x <- str_replace(df$address, "feed\\.r-bloggers\\.xml", "") x <- str_replace(x, "\\.xml", "") x <- str_replace(x, "\\.html", "") x <- str_replace(x, "\\.php", "") x <- str_split(x, "\\.", simplify = TRUE) x <- x[length(x)] x <- str_replace_all(x, "\\/.*", "") return(x) } blogs_info <- by_row(blogs_info, extract_extension, .to = "extension", .collate = "cols") knitr::kable(head(blogs_info, n = 20))  name address extension – R stats http://dmlc.ml ml – rstats http://lionel-.github.io io –Jean Arreola– https://jean9208.github.io/rss-R.xml io “R” you ready? http://ryouready.wordpress.com com (R)very Day https://rveryday.wordpress.com/ com [citation needed] » R http://www.talyarkoni.org/blog org [R] tricks http://rtricks.wordpress.com com /mgritts_ http://mgritts.com/feed.r.xml r #untitled http://blog.ambodi.com/ com 0xCAFEBABE http://xcafebabe.blogspot.com/search/label/R com 4D Pie Charts » R http://4dpiecharts.com com 56north | Skræddersyet dataanalyse » Renglish http://www.56n.dk dk A blog from Sydney http://a-blog-from-sydney.blogspot.com/search/label/R com A Blog On Data Analytics http://aliarsalankazmi.github.io/blog_DA/ io A HopStat and Jump Away » Rbloggers http://hopstat.wordpress.com/ com a Physicist in Wall Street http://aphysicistinwallstreet.blogspot.com/search/label/R com A Pint of R http://rpint.wordpress.com com A Statistics Blog – R http://statistics.rainandrhino.org/R.xml org Actuarially (Matt Malin) http://www.actuarially.co.uk/ uk Adventures in Analytics and Visualization http://analyticsandvisualization.blogspot.com/search/label/R com # Analysing blog info ## How and where do people blog? Out of the 746 blogs there are 156 blogspot.com blogs, 181 wordpress.com blogs and 53 github.io blogs. I guess most github.io blogs are knitr-jekyll-based like mine, or more modern blogdown blogs. For blogs with a specific domain name, e.g. Julia Silge’s excellent “data science ish” blog who has “juliasilge” as domain name, it’s more difficult to know how people blog. Well I know Julia uses knitr-jekyll. What about extensions? library("dplyr") blogs_info %>% group_by(extension) %>% summarize(n = n()) %>% arrange(desc(n)) %>% head(n = 16) %>% knitr::kable()  extension n com 533 io 53 org 39 net 27 de 11 info 7 me 7 uk 7 nl 6 co 4 eu 4 name 4 ca 3 edu 3 es 3 fr 3 I totally stopped at “fr” on purpose. Without surprise given the number of blogspot/wordpress blogs “.com” is a favourite, and then “.io”. I’m quite happy to see 4 fellow “.eu” bloggers. But I’ll admit regretting I didn’t choose “.guru” like this blog because I’d have loved to become a R guru. ## So, what’s in blog names? The first thing I noticed when looking at the names of blogs was the high frequency of puns! There’s the “Hallway Mathlete”, “Once Upon a Data”, “i’m a chordata! urochordata! » R” (too bad this website doesn’t seem to exist any longer), etc. And well these were regular data / statistics puns… then we have the R puns! “Shirin’s playgRound”, ““R” you ready?”, “(R)very Day”… R Bloggers are a bit like hair dressers, said my husband when I told him about some names. Another not surprising feature of some blog names is to include something about statistics, like David Robinson’s “Variance Explained”. Maybe we could resolve the Bayesians vs. frequentist feud by looking at blog names? Well 4 have a name including “Bayes”, 0 a “frequentist” name. That said, I can have missed a pun indicating the author’s position on the subject. Names of blogs can also indicate the field where the author applies R, e.g. 15 blogs include something “bio”-ish and 3 contain the word “finance”. Also, in case you want a bit of action in your life, there are 6 “adventures” blogs, and 3 “journey” blogs. By the way, my PhD advisor’s blog, “Theory meets practice…” can also help you in your daily adventures, from choosing a Tinder profile to knowing which Kinder Surprise eggs contain a figure. After this random exploration of blog names, I realized you’d all be waiting for a wordcloud. Or so I think. So let’s make a wordcloud of R blog names! library("wordcloud") words <- toString(blogs_info$name)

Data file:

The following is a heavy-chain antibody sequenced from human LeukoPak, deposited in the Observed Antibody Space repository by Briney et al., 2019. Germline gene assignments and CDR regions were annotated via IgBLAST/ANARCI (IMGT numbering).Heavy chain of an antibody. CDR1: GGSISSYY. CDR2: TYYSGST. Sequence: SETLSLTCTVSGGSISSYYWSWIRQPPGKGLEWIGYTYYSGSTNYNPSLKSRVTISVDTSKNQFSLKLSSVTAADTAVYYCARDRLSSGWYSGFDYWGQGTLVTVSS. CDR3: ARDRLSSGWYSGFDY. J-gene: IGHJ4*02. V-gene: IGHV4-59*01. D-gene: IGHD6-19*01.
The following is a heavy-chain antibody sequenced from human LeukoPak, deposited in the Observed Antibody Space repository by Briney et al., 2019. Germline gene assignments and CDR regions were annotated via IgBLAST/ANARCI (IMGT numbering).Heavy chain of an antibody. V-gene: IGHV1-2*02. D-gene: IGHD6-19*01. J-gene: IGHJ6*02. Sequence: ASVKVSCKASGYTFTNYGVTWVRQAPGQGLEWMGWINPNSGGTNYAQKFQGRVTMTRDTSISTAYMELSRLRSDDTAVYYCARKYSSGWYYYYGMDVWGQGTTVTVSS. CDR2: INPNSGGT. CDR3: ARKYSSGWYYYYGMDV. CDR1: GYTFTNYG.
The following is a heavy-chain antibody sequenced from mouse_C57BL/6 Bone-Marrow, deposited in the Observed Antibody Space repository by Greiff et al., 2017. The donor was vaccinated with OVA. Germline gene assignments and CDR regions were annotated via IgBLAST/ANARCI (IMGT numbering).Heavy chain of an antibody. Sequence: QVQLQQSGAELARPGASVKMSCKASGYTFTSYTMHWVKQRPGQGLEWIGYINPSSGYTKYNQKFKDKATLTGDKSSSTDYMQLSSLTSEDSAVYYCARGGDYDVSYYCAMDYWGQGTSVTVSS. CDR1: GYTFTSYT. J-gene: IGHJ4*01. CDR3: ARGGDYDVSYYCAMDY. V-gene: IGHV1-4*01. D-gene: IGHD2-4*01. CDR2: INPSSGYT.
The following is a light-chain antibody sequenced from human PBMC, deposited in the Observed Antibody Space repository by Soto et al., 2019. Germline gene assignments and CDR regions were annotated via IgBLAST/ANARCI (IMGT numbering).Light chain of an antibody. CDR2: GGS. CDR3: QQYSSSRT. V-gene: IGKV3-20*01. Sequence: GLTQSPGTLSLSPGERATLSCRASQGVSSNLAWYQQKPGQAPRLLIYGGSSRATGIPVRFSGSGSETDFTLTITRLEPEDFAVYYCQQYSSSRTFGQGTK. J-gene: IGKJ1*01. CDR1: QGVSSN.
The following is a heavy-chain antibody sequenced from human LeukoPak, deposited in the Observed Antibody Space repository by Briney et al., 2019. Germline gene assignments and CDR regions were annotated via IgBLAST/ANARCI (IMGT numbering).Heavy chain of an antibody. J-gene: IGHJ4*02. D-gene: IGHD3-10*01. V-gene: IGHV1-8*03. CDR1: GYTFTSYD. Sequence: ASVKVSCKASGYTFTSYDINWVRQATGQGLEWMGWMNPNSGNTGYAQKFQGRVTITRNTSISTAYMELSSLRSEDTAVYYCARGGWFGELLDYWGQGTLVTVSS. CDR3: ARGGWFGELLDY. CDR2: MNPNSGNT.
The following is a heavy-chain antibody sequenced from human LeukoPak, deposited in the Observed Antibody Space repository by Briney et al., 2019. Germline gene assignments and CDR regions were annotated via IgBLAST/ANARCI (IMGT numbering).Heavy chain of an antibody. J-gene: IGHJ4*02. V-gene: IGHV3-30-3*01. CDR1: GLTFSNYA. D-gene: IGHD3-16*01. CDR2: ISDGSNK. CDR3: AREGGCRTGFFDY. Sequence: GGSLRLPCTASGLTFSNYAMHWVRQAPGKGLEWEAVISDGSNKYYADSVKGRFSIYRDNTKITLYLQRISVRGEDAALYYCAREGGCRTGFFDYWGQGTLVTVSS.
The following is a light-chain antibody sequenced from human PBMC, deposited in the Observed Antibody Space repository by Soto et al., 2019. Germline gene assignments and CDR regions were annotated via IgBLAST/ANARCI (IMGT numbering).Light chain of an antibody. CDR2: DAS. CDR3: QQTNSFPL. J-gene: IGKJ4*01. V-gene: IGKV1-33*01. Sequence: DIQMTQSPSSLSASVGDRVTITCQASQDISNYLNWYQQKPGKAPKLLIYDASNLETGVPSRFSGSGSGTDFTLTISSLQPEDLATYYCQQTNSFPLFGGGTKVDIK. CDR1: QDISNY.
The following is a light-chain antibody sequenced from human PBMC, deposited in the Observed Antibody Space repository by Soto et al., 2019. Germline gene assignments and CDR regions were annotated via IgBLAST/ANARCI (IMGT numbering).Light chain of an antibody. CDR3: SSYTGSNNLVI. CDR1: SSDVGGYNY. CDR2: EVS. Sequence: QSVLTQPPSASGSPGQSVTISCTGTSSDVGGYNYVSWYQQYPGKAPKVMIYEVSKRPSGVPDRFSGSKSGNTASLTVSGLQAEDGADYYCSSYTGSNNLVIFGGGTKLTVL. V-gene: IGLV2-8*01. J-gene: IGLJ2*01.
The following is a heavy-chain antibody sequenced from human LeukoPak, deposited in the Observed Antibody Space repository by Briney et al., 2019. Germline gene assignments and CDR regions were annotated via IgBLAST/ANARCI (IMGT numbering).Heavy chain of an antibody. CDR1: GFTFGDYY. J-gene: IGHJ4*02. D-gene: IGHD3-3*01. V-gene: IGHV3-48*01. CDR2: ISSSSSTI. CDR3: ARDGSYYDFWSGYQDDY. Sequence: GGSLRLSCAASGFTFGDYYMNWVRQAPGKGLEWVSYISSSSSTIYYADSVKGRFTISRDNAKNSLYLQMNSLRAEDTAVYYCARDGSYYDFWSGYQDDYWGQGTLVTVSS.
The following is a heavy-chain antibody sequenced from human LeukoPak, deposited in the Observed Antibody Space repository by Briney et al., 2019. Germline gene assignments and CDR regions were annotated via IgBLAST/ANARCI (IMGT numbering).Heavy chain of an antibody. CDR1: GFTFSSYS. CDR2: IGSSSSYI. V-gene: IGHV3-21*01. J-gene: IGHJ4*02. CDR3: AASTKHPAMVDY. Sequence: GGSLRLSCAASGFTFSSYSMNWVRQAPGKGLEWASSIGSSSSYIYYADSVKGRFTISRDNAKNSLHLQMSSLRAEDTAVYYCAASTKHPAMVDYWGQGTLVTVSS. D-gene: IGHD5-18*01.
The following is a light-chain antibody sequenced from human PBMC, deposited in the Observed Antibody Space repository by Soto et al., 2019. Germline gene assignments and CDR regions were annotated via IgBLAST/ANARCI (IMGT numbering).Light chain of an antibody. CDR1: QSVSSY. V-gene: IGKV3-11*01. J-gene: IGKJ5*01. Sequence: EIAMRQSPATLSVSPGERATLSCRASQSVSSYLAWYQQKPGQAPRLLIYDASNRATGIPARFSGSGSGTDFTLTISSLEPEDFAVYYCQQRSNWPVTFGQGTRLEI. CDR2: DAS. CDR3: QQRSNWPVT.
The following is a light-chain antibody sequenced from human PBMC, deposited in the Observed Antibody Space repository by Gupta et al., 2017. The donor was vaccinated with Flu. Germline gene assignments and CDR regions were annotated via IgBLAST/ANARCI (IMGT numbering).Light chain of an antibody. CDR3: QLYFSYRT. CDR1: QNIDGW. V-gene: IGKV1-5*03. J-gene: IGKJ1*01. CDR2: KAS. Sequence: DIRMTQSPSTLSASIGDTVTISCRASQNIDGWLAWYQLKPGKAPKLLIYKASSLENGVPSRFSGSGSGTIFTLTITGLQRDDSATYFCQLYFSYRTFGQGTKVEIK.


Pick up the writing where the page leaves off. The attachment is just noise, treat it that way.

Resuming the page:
words <- str_split(words, pattern = " ", simplify = TRUE)
set.seed(1)
wordcloud(words, colors = viridis::viridis_pal(end = 0.8)(10),
min.freq = 3, random.color = TRUE)


# Conclusion

You might be disappointed that I don’t have any good advice for naming your blog. Sure, looking at existing names you can choose one for fitting in (including words like “data”, “rstats”, etc.) or a very original one, but does it predict success? I guess it’s better, however, to have a really cool blog name if you start printing t-shirts for your readers.

Another thing you might need to name during your R journey/adventures is a package. If you’re interested in this issue, you might want to read Alex Whant’s post “What’s in a [package] name?”.

And last but not least, thanks again to Tal for creating and maintaining R-bloggers!